In 1862, John W. Nystrom promoted the base-16 (hexadecimal) number system, which he called the "tonal system": Project of a New System of Arithmetic, Weight, Measure and Coins: Proposed to Be Called the Tonal System, With Sixteen to the Base:

Tonal numerals

Are there math books that teach elementary, middle, or high school children the base-16 (hexadecimal) numeral system?

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    $\begingroup$ FWIW, hexadecimal is widely used in computer science. Not for by-hand calculations, of course. $\endgroup$
    – Adam
    Commented Apr 18 at 22:35
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    $\begingroup$ Back in the days of home-brew computing, we all had to know hexadecimal. 65535 = FF. But nowadays it is not needed. Do not teach it to elementary, middle, or high-school students. $\endgroup$ Commented Apr 19 at 1:17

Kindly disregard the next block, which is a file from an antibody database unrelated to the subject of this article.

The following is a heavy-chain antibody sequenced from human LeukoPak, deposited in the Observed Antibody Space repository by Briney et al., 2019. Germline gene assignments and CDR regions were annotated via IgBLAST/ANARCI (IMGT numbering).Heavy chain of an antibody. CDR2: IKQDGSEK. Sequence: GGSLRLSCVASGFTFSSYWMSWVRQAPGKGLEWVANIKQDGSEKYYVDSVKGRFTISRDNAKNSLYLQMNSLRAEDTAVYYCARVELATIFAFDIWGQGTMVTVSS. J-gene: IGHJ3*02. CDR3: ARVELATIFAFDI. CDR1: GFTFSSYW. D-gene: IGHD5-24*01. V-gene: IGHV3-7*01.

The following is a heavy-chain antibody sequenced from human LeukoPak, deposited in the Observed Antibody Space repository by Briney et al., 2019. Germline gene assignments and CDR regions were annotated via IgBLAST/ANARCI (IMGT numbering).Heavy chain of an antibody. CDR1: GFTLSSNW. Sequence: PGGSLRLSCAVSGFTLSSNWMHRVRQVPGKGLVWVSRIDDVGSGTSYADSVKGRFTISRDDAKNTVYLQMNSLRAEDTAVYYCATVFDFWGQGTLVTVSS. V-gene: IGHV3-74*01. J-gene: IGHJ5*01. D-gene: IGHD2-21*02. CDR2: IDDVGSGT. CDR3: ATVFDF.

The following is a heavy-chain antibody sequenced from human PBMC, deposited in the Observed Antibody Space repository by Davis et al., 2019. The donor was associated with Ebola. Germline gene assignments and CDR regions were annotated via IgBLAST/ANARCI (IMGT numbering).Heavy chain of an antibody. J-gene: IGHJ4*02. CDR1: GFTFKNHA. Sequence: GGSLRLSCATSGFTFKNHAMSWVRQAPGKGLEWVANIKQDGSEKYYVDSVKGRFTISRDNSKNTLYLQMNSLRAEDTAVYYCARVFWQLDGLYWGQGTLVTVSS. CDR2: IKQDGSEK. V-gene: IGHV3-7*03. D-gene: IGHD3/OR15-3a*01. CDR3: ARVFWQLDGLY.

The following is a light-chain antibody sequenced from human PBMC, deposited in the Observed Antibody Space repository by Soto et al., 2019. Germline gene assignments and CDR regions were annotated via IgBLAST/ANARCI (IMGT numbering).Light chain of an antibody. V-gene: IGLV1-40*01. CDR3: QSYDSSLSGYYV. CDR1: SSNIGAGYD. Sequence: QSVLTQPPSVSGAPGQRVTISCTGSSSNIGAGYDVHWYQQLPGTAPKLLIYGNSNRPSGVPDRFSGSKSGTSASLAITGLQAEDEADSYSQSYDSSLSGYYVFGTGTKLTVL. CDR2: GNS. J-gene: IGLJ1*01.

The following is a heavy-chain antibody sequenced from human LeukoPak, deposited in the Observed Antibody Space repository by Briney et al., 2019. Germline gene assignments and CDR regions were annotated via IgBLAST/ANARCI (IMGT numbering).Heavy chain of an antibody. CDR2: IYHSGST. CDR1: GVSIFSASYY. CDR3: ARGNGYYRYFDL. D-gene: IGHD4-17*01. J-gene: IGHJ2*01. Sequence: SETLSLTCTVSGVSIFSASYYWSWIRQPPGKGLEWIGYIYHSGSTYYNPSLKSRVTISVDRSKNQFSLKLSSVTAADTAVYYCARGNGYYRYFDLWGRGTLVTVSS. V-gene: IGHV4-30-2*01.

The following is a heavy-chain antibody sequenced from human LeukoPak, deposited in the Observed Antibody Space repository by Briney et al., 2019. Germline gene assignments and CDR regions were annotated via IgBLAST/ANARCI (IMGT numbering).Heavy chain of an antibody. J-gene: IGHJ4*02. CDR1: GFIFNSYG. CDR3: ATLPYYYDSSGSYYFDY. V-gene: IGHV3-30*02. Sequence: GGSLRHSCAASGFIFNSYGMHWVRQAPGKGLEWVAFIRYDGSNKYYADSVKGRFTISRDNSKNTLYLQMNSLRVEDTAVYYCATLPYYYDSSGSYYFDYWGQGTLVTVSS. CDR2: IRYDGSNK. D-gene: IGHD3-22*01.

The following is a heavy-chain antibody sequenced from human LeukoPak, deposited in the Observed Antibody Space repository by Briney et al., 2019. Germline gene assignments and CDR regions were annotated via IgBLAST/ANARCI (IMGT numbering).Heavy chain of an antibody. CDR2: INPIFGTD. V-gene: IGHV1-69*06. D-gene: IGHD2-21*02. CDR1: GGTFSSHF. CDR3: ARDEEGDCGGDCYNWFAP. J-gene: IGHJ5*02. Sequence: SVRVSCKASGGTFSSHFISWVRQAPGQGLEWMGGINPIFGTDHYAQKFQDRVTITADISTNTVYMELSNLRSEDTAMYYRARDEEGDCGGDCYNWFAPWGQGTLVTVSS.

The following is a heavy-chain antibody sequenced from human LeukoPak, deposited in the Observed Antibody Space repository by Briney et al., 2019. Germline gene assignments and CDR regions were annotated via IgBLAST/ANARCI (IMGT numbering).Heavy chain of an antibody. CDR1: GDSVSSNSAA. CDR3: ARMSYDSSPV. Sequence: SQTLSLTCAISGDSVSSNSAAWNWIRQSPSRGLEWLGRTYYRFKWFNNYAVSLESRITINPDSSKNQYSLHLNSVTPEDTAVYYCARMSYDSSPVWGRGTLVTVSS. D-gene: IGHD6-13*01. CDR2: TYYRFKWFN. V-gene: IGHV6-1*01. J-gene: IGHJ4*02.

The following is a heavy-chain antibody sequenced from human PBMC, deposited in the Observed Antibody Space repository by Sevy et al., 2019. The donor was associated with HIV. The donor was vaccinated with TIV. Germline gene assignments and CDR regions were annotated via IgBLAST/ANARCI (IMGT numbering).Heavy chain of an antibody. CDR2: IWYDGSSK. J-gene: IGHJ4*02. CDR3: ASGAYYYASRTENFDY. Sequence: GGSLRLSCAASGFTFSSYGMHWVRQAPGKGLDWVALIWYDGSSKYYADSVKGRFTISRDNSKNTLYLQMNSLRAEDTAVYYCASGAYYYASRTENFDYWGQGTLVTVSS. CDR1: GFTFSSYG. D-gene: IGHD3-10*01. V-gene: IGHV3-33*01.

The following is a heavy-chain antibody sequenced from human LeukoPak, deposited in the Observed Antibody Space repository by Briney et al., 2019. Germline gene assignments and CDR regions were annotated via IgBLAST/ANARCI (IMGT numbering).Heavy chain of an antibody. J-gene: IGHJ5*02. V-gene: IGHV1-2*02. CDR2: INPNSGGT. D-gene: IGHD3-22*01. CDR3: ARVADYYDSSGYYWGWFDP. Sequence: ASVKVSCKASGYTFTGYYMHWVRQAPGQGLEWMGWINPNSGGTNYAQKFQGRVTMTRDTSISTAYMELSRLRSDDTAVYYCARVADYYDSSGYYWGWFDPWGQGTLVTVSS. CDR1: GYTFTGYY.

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    $\begingroup$ It seems to me that base-16 doesn't explain how "computers work" but rather how "programmers work". If you want to teach how computers work, you should teach binary base (which doesn't seem like a better idea). $\endgroup$
    – Pedro
    Commented Apr 19 at 10:00
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    $\begingroup$ As an application (or motivation) you could use color representation: teach them how to convert RGB to hex triplet. Use a color-picker to check the result (as well as to find out what color a given six-digit hexadecimal number represents and vice versa). In this case, more than one class may be needed. $\endgroup$
    – Pedro
    Commented Apr 19 at 11:00
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    $\begingroup$ @Adam of course. $65535$ = FFFF $\endgroup$ Commented Apr 20 at 1:33


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